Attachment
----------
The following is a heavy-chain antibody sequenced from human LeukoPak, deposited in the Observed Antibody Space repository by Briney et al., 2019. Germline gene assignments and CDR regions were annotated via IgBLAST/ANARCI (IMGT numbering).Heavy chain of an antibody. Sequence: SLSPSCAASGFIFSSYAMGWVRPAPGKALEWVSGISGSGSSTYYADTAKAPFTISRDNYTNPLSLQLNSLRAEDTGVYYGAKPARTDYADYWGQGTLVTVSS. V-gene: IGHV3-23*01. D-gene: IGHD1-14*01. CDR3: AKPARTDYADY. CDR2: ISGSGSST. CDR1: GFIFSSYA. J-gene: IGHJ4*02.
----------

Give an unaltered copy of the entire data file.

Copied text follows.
The following is a heavy-chain antibody sequenced from human LeukoPak, deposited in the Observed Antibody Space repository by Briney et al., 2019. Germline gene assignments and CDR regions were annotated via IgBLAST/ANARCI (IMGT numbering).Heavy chain of an antibody. Sequence: SLSPSCAASGFIFSSYAMGWVRPAPGKALEWVSGISGSGSSTYYADTAKAPFTISRDNYTNPLSLQLNSLRAEDTGVYYGAKPARTDYADYWGQGTLVTVSS. V-gene: IGHV3-23*01. D-gene: IGHD1-14*01. CDR3: AKPARTDYADY. CDR2: ISGSGSST. CDR1: GFIFSSYA. J-gene: IGHJ4*02.